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EUROPEAN ARMAMENTS.

It is no exaggeration to speak of the Euro* pcan Continent as an armed camp, From some returns wbioh have been prepared for the information of the Austrian War Offioe we get an idea of the marvelloua rapidity with wbiob some of the States oan now mobilize their armies and rush them to and aoross thoir frontiere. In the event of war breaking out suddenly, or nbsolutely without any warning, what oould Germany do ? In seventy-two hours ebe oould have 230,000 men, fully equipped, on Fronoh soil ; and at the end of seven days this number would be increased to 750,000. She could m three days put 120,000 mon upon Rußßian soil, and m the same space of time she could plant 100,000 m Austria. What oould Austria do ? She could m throe days carry 60,000 troops into Rußsia. Russia is not so well prepared for rapid movement ; bnt it iB calculated that she oould bring to the Austrian frontier m three days 25,000 men, and by the end of eeven days 110,000. Francois already well prepared for rapid movement ; and Bho is about to inorease her railroad faoilitiea m the direction of the northeast. Already she could, it is thought, carry 200,000 men to the fi on tier m three days and 700,000 men within a week. When the new arrangements shall have been oompelted, the calculation is that these figures will be increased to 260,000 and 860,000 respectively. Ot oourse, calculations may fail and aooidents mar the Buooesa ot the best laid plans. It is reasonable to oonolude tbat > the oost of theße vaßt armies must be something fearful. The annual oost of the whole is estimated at one hundred and twenty millions of pounds sterling (600,000,000dol), Daring the last seventeen years the preparations for the great war that is yet to coma have oost the Powers not under fifteen hundred millions Bterling (7,500,000,000dols), Suoh a state of things is a disgrace to the Christian Nineteenth Century .—New York" Mail" and {'Express."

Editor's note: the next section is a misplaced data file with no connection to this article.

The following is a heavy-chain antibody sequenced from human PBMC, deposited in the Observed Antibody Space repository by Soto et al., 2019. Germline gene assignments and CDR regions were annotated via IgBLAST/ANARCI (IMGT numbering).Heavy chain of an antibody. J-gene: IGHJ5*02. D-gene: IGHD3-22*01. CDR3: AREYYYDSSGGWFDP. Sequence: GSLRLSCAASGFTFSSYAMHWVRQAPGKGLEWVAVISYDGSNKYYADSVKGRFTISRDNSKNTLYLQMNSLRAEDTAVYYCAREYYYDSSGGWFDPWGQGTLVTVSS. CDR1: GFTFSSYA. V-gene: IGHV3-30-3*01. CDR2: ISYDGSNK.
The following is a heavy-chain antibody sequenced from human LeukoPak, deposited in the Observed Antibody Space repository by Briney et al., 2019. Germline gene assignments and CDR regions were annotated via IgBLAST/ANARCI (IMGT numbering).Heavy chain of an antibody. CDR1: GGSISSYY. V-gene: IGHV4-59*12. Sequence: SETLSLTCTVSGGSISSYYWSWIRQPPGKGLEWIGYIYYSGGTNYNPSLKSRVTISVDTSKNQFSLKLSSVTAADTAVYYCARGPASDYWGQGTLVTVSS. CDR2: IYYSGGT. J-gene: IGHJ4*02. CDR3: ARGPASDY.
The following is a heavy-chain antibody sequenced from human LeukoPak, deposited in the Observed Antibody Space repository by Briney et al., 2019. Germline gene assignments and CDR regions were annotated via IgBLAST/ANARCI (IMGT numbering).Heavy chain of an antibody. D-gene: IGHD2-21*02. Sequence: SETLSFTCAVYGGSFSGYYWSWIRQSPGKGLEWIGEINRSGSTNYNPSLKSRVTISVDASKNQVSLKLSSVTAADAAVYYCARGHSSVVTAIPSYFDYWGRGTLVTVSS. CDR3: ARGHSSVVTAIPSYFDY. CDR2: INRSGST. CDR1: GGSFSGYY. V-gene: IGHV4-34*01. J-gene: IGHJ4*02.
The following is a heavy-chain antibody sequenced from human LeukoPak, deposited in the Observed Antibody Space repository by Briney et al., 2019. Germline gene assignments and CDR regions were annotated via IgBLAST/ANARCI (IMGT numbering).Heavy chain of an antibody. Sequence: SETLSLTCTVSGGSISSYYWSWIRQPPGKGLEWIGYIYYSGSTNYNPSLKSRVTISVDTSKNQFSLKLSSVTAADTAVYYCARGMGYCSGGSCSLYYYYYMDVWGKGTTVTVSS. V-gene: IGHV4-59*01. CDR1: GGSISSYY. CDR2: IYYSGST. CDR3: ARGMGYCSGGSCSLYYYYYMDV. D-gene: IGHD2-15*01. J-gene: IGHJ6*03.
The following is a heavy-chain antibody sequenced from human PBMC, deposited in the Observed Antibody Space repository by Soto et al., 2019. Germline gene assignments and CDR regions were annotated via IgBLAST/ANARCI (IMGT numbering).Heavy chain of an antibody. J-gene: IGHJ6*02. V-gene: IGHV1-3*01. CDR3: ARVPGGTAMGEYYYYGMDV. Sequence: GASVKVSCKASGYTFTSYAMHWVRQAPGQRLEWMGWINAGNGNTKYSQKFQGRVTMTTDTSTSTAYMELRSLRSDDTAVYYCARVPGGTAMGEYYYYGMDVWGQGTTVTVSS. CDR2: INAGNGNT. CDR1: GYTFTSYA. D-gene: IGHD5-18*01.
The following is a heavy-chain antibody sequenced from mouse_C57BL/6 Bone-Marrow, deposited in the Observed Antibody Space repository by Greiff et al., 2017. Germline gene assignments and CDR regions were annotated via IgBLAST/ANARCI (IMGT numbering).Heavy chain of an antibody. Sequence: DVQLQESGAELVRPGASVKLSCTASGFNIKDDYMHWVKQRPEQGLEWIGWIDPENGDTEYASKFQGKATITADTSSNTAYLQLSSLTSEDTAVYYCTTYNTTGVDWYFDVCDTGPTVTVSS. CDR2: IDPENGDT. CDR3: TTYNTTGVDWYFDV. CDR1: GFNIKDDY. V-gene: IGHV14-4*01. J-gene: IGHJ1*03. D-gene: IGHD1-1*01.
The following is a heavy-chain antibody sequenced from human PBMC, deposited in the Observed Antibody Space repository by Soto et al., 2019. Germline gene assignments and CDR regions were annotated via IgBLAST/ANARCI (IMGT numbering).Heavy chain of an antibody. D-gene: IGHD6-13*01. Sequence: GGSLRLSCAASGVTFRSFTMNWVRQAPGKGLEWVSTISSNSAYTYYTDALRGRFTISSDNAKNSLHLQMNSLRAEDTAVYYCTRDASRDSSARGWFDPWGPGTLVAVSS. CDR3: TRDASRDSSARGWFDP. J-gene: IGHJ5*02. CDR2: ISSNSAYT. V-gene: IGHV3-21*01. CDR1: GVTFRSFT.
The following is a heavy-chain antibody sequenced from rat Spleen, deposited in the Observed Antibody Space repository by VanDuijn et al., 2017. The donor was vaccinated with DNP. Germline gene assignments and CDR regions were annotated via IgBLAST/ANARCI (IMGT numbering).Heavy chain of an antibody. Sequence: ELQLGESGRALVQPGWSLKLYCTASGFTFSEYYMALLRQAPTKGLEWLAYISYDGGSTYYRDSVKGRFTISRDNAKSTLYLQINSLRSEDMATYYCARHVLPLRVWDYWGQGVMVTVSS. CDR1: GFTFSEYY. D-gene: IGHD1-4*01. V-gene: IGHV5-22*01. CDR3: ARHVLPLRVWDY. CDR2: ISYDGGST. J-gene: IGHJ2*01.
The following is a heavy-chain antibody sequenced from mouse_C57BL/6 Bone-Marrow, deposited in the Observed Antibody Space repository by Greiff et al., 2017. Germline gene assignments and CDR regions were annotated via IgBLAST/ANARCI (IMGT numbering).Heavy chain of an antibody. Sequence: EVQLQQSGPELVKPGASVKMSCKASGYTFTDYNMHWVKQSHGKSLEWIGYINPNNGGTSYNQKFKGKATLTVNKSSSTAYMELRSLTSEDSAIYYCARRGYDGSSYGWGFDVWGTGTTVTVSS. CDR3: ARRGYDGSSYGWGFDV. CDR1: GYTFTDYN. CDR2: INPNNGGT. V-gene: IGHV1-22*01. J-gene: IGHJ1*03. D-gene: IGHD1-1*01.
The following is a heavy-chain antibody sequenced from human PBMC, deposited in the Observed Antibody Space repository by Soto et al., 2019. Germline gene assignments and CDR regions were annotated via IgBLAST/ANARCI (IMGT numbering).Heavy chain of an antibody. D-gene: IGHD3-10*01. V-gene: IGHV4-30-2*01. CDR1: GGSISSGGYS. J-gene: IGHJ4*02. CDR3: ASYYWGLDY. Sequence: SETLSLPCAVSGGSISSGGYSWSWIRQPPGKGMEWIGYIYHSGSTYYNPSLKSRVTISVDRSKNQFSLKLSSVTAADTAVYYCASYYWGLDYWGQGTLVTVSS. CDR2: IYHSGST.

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EUROPEAN ARMAMENTS. Ashburton Guardian, Volume VII, Issue 2146, 12 June 1889

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